While the benefits of such an approach were well-established, we never imagined what the next 12 months would bring. In retrospect, the pandemic has provided a clear demonstration of just how critical outsourcing can be.
The benefits of outsourcing amplified
As the pandemic hit on a global scale, fund managers were forced to adapt to unprecedented ways of operating. The two most immediate challenges were transitioning to remote working and ensuring deal valuations and investor reporting obligations were met in a timely manner.
For many — particularly small and mid-sized shops with lean teams — remote working proved extremely difficult. Work had to be done in the absence of a dedicated IT function or a robust information security environment that guaranteed investor information was protected.
Fund managers who had in-house operational teams faced numerous difficulties. For example, they had to quickly arrange for their finance and accounting teams to work remotely and securely, while at the same time addressing valuation challenges. This resulted in some delays in finalizing the net asset values of their respective funds for the first quarter of 2020, and in meeting investor-reporting obligations as prescribed by the funds’ legal documents.
Delays to investor reporting obligations also created a reputational risk, which could have far-reaching ramifications. Investors may have been willing to give fund managers some leeway under the exceptional circumstances, but when the next round of fundraising takes place, they may be far more cautious about putting down commitments. They will likely demand a much more robust and reliable back-end framework to be in place to deal with any future “black swan” events such as Covid-19.
Critically, with all the pandemic’s turmoil, many fund managers were in “firefighting” mode and unable to focus on their primary function of deal making.
While these challenges could never have been predicted, it is worth viewing them through an operational outsourcing lens.
Consider again the transition to remote working. Those fund managers without dedicated IT support or a reputable third-party fund administrator were less likely to be able to quickly and securely move their back-end operations to a remote model. Those managers who had outsourced IT and fund administration, by contrast, found themselves in the enviable position of having existing providers with the systems, expertise and technology to quickly and securely shift to remote working.
(As a third-party provider ourselves, Vistra was able to transition its own workforce of nearly 5,000 employees in over 45 jurisdictions to a secure remote working arrangement within less than a week. In addition, we have a secure, SOC 1/ISAE 3402 certified information security and control environment, and all client work is done in the cloud.)
Furthermore, fund managers with in-house operations and technology had to handle both the front and back end of operations. Those who outsourced, on the other hand, could give their full attention to addressing valuation challenges, and hand over the back-end fund accounting and investor reporting to their third-party service providers. This ensured all investor-reporting obligations were met in a timely manner.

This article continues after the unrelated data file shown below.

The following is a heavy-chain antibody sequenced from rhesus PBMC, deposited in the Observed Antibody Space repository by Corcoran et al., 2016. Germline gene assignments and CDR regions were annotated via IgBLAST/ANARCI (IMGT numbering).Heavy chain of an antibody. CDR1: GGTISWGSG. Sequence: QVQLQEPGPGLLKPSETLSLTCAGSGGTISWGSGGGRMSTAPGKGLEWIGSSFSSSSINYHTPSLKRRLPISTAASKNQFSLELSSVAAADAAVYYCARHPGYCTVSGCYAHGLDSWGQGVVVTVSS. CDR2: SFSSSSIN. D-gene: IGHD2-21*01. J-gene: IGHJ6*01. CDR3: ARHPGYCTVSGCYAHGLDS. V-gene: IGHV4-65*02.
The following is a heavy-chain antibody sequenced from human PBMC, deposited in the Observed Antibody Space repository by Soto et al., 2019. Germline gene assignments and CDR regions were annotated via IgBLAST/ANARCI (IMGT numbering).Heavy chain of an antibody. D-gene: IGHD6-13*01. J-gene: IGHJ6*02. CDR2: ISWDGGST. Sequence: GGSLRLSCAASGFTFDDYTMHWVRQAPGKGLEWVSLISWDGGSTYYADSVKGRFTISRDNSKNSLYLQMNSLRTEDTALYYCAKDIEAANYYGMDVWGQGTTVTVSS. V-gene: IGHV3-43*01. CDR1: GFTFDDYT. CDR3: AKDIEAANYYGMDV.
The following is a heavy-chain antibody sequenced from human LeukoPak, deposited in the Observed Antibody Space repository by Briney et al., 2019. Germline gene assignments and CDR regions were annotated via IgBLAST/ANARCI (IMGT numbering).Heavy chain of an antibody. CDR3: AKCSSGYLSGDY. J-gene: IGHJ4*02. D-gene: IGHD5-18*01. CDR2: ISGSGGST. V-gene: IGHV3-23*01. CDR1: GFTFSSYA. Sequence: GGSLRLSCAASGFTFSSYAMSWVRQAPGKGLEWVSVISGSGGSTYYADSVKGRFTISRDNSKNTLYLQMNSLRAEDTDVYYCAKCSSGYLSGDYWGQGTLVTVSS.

Needless to say, those who had outsourced both technology and administration were able to move more seamlessly to the “new normal.”
Canada: Firms poised to adopt outsourcing
A year on from the pandemic, it’s likely that all fund managers have caught up with their quarterly reporting obligations. But in the first six months, those who weren’t outsourcing would have faced a multitude of challenges to just remain operational.
These lessons are perhaps particularly relevant in Canada. Despite an initial downturn at the start of the pandemic, the Canadian private equity (PE) and venture capital (VC) markets looked in pretty good health. The PE market may have had a relatively poor year across the whole 12 months, yet the fourth quarter of 2020 had the highest number of deals than any other quarter in the past five years.
And VC activity during 2020 stood up exceptionally well, seeing the second-highest level of annual VC investments in Canada based on existing records, with CAD4.5 billion across 510 deals according to the Canadian Venture Capital and Private Equity Association (CVCA). All of this demonstrates that there are deals to be done and opportunities that shouldn’t be missed because of operational or technical shortfalls.
The reality is that the world we work in has changed. The shift to more remote and flexible working is likely to remain. As a result, fund managers must have robust technology and a back-end operating framework in place.
Furthermore, the pandemic has forced business leaders, investors and fund managers to become increasingly cost-conscious. This strategic shift, along with the need for secure and nimble technology and back-end operations, has driven the demand for outsourcing more than ever before in Canada and beyond.
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